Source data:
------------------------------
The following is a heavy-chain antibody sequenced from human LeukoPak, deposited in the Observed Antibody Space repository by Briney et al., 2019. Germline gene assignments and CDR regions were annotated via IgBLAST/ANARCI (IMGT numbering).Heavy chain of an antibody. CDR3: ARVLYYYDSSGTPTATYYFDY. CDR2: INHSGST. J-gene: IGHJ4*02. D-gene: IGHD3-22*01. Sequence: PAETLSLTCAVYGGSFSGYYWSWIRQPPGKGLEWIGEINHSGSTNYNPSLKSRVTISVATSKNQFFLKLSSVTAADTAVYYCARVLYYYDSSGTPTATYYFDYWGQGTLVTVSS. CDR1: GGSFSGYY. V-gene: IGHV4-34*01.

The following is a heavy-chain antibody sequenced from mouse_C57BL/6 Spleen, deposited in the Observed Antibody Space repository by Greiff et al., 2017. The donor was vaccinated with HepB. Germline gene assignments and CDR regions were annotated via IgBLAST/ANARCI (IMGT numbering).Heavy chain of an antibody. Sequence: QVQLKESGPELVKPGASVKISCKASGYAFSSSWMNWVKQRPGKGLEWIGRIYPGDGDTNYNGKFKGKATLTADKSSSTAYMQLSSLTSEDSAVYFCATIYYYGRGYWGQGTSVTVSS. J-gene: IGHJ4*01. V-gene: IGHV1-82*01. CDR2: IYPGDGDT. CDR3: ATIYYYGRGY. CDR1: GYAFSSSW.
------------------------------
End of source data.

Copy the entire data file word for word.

The following is a heavy-chain antibody sequenced from human LeukoPak, deposited in the Observed Antibody Space repository by Briney et al., 2019. Germline gene assignments and CDR regions were annotated via IgBLAST/ANARCI (IMGT numbering).Heavy chain of an antibody. CDR3: ARVLYYYDSSGTPTATYYFDY. CDR2: INHSGST. J-gene: IGHJ4*02. D-gene: IGHD3-22*01. Sequence: PAETLSLTCAVYGGSFSGYYWSWIRQPPGKGLEWIGEINHSGSTNYNPSLKSRVTISVATSKNQFFLKLSSVTAADTAVYYCARVLYYYDSSGTPTATYYFDYWGQGTLVTVSS. CDR1: GGSFSGYY. V-gene: IGHV4-34*01.

The following is a heavy-chain antibody sequenced from mouse_C57BL/6 Spleen, deposited in the Observed Antibody Space repository by Greiff et al., 2017. The donor was vaccinated with HepB. Germline gene assignments and CDR regions were annotated via IgBLAST/ANARCI (IMGT numbering).Heavy chain of an antibody. Sequence: QVQLKESGPELVKPGASVKISCKASGYAFSSSWMNWVKQRPGKGLEWIGRIYPGDGDTNYNGKFKGKATLTADKSSSTAYMQLSSLTSEDSAVYFCATIYYYGRGYWGQGTSVTVSS. J-gene: IGHJ4*01. V-gene: IGHV1-82*01. CDR2: IYPGDGDT. CDR3: ATIYYYGRGY. CDR1: GYAFSSSW.